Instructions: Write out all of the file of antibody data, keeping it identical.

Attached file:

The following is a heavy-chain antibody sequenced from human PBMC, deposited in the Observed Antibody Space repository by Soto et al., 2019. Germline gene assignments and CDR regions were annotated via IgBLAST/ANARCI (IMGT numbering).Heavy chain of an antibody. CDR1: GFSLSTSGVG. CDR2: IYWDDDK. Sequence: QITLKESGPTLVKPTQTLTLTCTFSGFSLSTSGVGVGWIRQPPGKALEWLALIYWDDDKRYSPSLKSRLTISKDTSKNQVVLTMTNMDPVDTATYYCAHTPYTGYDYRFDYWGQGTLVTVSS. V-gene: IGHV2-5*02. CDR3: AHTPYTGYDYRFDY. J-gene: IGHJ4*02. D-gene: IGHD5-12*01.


The following is a heavy-chain antibody sequenced from human PBMC, deposited in the Observed Antibody Space repository by Soto et al., 2019. Germline gene assignments and CDR regions were annotated via IgBLAST/ANARCI (IMGT numbering).Heavy chain of an antibody. CDR1: GFSLSTSGVG. CDR2: IYWDDDK. Sequence: QITLKESGPTLVKPTQTLTLTCTFSGFSLSTSGVGVGWIRQPPGKALEWLALIYWDDDKRYSPSLKSRLTISKDTSKNQVVLTMTNMDPVDTATYYCAHTPYTGYDYRFDYWGQGTLVTVSS. V-gene: IGHV2-5*02. CDR3: AHTPYTGYDYRFDY. J-gene: IGHJ4*02. D-gene: IGHD5-12*01.